The observation of this research was carried out at CEMEI of Proinfância “Professora Izilda do Carmo Calseverini de Oliveira”, in the municipality of Tabapuã, São Paulo, Brazil. The activities were carried out in the space of a school week (as detailed in Table 1) and the public to be observed was composed of five children, 2 of whom were 2 years old and 3 of 3 years old, from the maternal year I.

The proposal was to present the book “A Boca do Sapo” (The mouth of the Frog), by Mary França and Eliardo França, during the subsequent five days of class and observe how the theories of Jean Piaget and Lev Vygotsky contributed to the development of minors in the face of the plot, focusing aspects such as: (i) children’s curiosities; (ii) immediate and lasting interest in relation to the book object; (iii) changes in behavior after contact with the book and its narratives. To carry out the activities, the popular song “O Sapo Não Lava o Pé” ( The Frog Doesn’t Wash His Feet) was also used.

In Table 1, it is possible to perceive a greater outline about the planning of the week of reading activities, in which, in addition to measuring the amount of time worked each day, the objectives and the development of the classes are also described.

Table 1: Lesson planning
Weekday Time Activity Objectifes Development
Monday 60 min. Book presentation Promote the first contact with the book object. The mediating teacher presented the book, let the children handle it and, finally, read the story.
Tuesday 60 min. Meeting the characters Instigate the desire and the curiosity to keep in touch with the book through the characters. The children had the opportunity to physically feel the book once again and established greater contact with each other by getting to know the characters in the story. This time, made with scrap metal by the teacher.
Wednesday 60 min. Retelling and discussing the storyline Explore the interpretation of the plot;


Reinforce moral and social values, such as respect and tolerance.

The children were placed in a circle and the mediating teacher talked about the text and explored its interpretation, as well as possible explored values for living in society.
Thrusday 60 min. Retelling and singing Promote ways for children to retell the story within their linguistic and phonetic limits;


Introduce popular songs.

The story was retold again, however, with the help of the children. In the sequence, they heard, learned and sang the popular song “O Sapo Não Lava o Pé” (The Frog Doesn’t Wash His Feet).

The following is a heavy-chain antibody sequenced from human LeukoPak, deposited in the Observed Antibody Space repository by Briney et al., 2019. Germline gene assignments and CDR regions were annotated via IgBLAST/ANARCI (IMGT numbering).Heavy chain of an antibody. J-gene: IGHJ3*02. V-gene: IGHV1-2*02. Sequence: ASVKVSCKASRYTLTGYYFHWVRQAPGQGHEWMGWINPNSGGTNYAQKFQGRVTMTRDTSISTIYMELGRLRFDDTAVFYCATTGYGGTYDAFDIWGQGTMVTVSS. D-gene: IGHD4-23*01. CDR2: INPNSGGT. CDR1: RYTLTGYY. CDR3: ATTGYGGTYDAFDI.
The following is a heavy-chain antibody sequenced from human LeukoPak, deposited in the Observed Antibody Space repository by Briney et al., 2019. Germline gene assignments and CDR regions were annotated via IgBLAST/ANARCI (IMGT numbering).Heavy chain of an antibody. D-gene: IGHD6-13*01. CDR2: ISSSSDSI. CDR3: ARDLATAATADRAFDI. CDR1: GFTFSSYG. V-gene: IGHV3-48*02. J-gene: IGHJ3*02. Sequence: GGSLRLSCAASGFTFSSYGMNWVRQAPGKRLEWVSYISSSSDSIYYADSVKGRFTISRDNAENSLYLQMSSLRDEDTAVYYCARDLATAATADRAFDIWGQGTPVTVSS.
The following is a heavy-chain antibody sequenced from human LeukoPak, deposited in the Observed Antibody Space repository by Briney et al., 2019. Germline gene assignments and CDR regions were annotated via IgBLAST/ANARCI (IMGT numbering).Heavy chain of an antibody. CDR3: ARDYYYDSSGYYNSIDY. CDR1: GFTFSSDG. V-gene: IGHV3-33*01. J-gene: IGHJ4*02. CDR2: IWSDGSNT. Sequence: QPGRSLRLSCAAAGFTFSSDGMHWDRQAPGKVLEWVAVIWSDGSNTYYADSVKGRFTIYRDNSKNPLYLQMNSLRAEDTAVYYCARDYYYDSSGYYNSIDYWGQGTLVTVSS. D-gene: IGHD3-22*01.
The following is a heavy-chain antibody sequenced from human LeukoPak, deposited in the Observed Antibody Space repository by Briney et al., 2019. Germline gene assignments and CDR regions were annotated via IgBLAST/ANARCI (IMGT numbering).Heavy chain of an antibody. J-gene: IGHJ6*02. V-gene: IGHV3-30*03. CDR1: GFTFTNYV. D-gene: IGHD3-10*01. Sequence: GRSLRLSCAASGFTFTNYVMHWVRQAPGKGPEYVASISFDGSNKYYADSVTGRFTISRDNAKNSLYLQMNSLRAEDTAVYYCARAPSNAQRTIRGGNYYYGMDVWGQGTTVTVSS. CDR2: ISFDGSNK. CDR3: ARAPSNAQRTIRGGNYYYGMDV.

Friday 60 min. Reading, recycling and recreating Work on the importance of recycling;


Reinforce the richness of the book in our life.

Everyone saw how to produce a frog using scrap metal and received a recycled frog to retell the story at home. The activity ended, allowing the little ones to feel the book in their hands in order to reinforce their interest in the material, which brought them so much wealth of knowledge.

Source: Authors


The first day was chosen for the children to create an atmosphere and get used to it. The carpet, the objects, the movements were all intentional and thought-provoking; a way of guiding them playfully. The teacher introduced the character Frog and subsequently allowed each of the little ones to have their first contact with the book; they handled it, observed it, expressed in their own way everything they felt at that moment.

It is quite pertinent to highlight that in this first contact of children with literature, the full application of the Vygotskian proposal: by promoting the new environment and instigating the curiosity of the little ones, the fantasy of the abstract starts to take shape by materializing the activity; especially in relation to the book object. Therefore, reactions of the most diverse arise, citing observation, concentration, interaction, the way of expressing what they feel, etc.

The first contact awakens the imaginary and the fictitious in children so that they can associate them with their realities. Observation, the result of curiosity, is noticeable. When the reading started, the children not only pay attention to the characteristics of the characters but also notice the voice shift of the mediating teacher performing phonetic changes when exploring the peculiarities of each animal in the narrative. The concentration stands out as the children start to take ownership of the plot and feel part of the story, that is, it arouses in them the interest to interact and express themselves in defense of one or the other character. At this stage, it is essential that the mediating teacher gets an accurate look, as the process of creating a subject, several of them, is really in operation.